And so we quarreled, in opposite roles, during which he did in fact drive me into a positive fury, for he persistently refused to help me fix the rudder and it did no good calling him pigheaded and a stubborn mule. And when at last I managed to convince him, we plunged into the next gravitational vortex. I was in a cold sweat, for the thought occurred to me that we might now go around and around in this time loop, repeating ourselves for all eternity, but luckily that didn't happen. By the time the acceleration had slackened enough for me to stand, I was alone once more in the cabin. Apparently the localized existence of Tuesday, which until now had persisted in the vicinity of the sink, had vanished, becoming a part of the irretrievable past. I rushed over to the map, to find some nice vortex into which I could send the rocket, so as to bring about still another warp of time and in that way obtain a helping hand.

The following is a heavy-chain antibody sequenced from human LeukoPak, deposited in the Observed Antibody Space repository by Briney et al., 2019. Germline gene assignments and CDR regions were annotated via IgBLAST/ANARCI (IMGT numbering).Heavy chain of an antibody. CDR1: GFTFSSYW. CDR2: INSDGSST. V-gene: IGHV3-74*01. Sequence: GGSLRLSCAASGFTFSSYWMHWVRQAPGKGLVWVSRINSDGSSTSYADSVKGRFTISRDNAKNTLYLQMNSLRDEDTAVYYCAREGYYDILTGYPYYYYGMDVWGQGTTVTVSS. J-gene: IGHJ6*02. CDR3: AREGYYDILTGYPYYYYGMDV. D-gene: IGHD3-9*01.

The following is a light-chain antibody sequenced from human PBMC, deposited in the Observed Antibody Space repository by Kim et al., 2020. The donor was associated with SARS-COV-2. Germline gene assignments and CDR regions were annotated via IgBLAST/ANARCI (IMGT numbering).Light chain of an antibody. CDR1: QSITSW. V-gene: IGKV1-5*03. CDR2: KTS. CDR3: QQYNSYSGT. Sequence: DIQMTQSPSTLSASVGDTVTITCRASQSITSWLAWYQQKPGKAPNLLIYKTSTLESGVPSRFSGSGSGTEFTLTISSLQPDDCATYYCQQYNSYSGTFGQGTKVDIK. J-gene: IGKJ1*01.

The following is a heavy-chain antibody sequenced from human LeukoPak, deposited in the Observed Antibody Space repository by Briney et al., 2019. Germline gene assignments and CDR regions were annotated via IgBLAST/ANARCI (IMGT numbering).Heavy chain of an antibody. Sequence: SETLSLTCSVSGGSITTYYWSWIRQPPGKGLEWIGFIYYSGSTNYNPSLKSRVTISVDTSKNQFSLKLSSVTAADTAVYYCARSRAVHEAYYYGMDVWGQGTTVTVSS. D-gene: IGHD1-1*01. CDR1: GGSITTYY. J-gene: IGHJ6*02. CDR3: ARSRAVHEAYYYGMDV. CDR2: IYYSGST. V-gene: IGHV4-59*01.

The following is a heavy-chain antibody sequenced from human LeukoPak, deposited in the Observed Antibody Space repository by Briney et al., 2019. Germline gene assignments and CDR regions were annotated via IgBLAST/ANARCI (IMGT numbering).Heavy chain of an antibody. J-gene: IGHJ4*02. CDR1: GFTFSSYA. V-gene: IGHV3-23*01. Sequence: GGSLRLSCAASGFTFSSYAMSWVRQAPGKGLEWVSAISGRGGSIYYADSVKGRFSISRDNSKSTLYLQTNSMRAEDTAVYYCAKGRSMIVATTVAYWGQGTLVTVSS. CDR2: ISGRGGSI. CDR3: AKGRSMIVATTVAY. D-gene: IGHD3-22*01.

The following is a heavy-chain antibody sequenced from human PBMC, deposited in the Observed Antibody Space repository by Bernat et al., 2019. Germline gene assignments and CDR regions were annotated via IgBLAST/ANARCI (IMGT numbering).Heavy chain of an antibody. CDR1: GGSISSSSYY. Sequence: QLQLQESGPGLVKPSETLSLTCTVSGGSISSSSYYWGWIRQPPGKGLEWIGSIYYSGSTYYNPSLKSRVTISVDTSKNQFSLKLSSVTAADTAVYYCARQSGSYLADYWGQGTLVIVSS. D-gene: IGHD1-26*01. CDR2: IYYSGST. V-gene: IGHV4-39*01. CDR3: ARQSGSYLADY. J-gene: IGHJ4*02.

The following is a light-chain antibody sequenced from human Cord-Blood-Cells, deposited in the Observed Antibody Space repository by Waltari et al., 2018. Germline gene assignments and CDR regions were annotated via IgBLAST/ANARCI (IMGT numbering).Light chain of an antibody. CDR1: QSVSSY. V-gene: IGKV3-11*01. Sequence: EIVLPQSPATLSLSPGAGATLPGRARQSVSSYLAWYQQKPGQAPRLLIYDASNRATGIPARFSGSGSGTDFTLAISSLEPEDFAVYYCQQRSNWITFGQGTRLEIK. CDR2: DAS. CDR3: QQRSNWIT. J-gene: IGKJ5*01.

There was in fact one vortex, quite promising too, and by manipulating the engines with great difficulty, I aimed the rocket to intersect it at the very center. True, the configuration of that vortex was, according to the map, rather unusual - it had two foci, side by side. But by now I was too desperate to concern myself with this anomaly.
After several hours of bustling about in the engine room my hands were filthy, so I went to wash them, seeing as there was plenty of time yet before I would be entering the vortex. The bathroom was locked. From inside came the sounds of someone gargling.
"Who's there?!" I hollered, taken aback.
"Me," replied a voice.